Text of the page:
Angela Merkel, stand strong against Euro-bonds!
By SETH J. FRANTZMAN
Europe’s stronger economies must keep the financial barbarians at bay.
The writer has a PhD from Hebrew University, and is a fellow at the Jerusalem Institute for Market Studies.
The financial barbarians are at the gates of the Euro. Ironically, today it is Germany – home of the barbarians who destroyed Europe’s first common market, Rome – that is standing against the new debt-indulging savages.
In recent days European Union bureaucrats and other commentators have been arguing that a long term solution to the debt problems haunting certain European countries could be found in Euro bonds.
Olli Rehn, EU Economics and Monetary Affairs commissioner, has explained that “These euro securities would aim to strengthen fiscal discipline and increase stability in the euro area through the markets.”
President of the European Commission José Manuel Barroso has been arguing for months that a common Euro Zone bond might be a good idea. He said in December: “Let us not kill the euro bonds idea for the future, but let us concentrate now on what we can do quickly.”
A 2011 paper by Prof. Nicholas Economides and Prof. Roy Smith at NYU suggested a similar type of bond for Europe called a Trichet bond, after European Central Bank president Jean-Claude Trichet. In this scenario, the EU would issue bonds that could be exchanged for the rotting debt of certain EU nations.
“Present holders of sovereign debt will be exchanging low-quality bonds with limited liquidity for higher-quality bonds with greater liquidity.” They also argued that “without a workable EU remedy for the sovereign-debt problems, countries like Portugal, Spain and Italy are being treated by the market, (which so far has ignored the European rescue fund and related efforts to calm the crisis) as potential defaulters.”
The idea being presented is that the EU should issue a form of debt in order that junk bonds can be traded in for higher-quality bonds.
This is sort of like the collateralized debt obligations that allowed supprime mortgages to be resold as “safe” investments – the shenanigan that created the American financial meltdown of 2008. The idea for the Euro bond is only slightly different than the Trichet bond; it supposes that the EU create bonds that the 17-nation EU would be responsible for repaying in order to refinance the debt of countries that can’t keep themselves off the hooch.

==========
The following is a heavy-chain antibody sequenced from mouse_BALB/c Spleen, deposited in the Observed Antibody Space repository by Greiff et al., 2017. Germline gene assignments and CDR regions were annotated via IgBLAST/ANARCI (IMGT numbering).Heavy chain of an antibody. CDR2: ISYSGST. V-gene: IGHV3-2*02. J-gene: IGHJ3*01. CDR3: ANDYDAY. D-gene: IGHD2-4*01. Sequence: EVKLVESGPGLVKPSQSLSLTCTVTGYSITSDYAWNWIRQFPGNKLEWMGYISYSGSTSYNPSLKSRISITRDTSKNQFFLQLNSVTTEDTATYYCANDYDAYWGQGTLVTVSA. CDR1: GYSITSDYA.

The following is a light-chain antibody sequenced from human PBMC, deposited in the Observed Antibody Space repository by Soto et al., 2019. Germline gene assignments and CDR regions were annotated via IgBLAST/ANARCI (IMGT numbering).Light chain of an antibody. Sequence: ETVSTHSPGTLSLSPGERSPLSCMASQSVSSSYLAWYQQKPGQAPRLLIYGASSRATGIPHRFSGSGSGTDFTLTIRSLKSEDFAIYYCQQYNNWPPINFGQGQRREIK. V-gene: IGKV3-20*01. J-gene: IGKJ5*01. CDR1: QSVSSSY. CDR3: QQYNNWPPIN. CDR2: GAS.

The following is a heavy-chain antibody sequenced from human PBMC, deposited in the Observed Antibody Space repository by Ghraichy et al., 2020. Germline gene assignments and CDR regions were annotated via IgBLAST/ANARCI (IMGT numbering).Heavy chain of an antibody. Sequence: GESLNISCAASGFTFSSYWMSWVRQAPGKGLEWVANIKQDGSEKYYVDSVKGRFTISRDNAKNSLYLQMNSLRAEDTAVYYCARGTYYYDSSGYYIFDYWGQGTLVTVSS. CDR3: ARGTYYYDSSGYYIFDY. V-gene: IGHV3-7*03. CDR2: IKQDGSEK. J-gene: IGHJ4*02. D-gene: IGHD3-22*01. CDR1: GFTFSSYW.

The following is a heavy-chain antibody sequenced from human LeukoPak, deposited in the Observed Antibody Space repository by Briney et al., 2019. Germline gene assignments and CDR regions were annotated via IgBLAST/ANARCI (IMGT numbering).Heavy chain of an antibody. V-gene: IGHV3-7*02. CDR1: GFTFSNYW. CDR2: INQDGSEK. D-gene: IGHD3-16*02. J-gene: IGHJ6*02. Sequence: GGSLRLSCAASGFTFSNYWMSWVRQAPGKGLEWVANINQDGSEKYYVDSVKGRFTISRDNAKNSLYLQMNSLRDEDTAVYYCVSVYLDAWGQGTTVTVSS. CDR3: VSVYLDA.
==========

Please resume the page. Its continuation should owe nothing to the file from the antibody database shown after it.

GERMAN CHANCELLOR Angela Merkel and French President Nicolas Sarkozy have both rejected the idea of Euro bonds. Commentators have pointed out that issuing such bonds might go against the constitutions of member states. It would also increase the power of the EU, and diminish the budgetary independence of the member states.
Goldman Sachs economist Dirk Schumacher noted that it would mean “further change of the institutional setup of the euro zone, with more oversight and control from Brussels.”
Those promoting Euro bonds are trying to push them through the door when European countries are at their weakest. They claim they are the only way to save the Euro.
In essence they are using the crises to forever weaken the rights of hardworking, financially responsible Europeans, pushing through a new financial instrument that would compel the Germans and French to work forever in a form of indentured servitude so that Greek, Italian and Spanish governments can continue to rack up debts. It is a twisted form of Karl Marx’s 1875 creed “from each according to his ability, to each according to his need.”
The Germans and French have the ability, the others have the need.
The problem is that the Germans and French (and other responsible European nations) are already being forced to pay for the mistakes of weaker economies. In May 2010, as part of a rescue package to save European debtor nations, the European Central Bank (ECB) began purchasing the sovereign debt of those countries. So far it has bought 110 billion Euros worth of Spanish and Italian debt. The reason is to keep the borrowing costs of these nations lower, keeping their interest rates lower so they don’t get themselves even deeper in debt. This is a short-term solution of course; the ECB can’t buy debt forever. In fact, the cap on this latest bailout fund is 450 billion euros. But the ECB has been right to try to stem the flow, because some of the rise in interest rates on these nation’s bonds have been caused by speculators.
THE PROBLEM with the EU-bond scenario is that it would make Germany responsible for the actions of others. Greece has managed to rack up debt to a tune of 160% of its Gross Domestic Product (GDP), while Italy’s is at 120%. By contrast, Germany owes just 80% – still a high figure. Germany is Europe’s most productive nation, and the anchor of the Euro, yet it is being pushed into a corner. There is a belief that if Greece or Italy is allowed to default on its debt that the debt contagion would spread to France and then to Germany. To save Germany, therefore, the financial barbarians must be kept at bay.
But the problem is that the barbarians are already inside the gates, and are being allowed, every day, to eat away at the sound policies of other countries. The solution shouldn’t be to give the barbarians a blank check called Euro bonds that allows them to make other nations keep paying for their mistakes.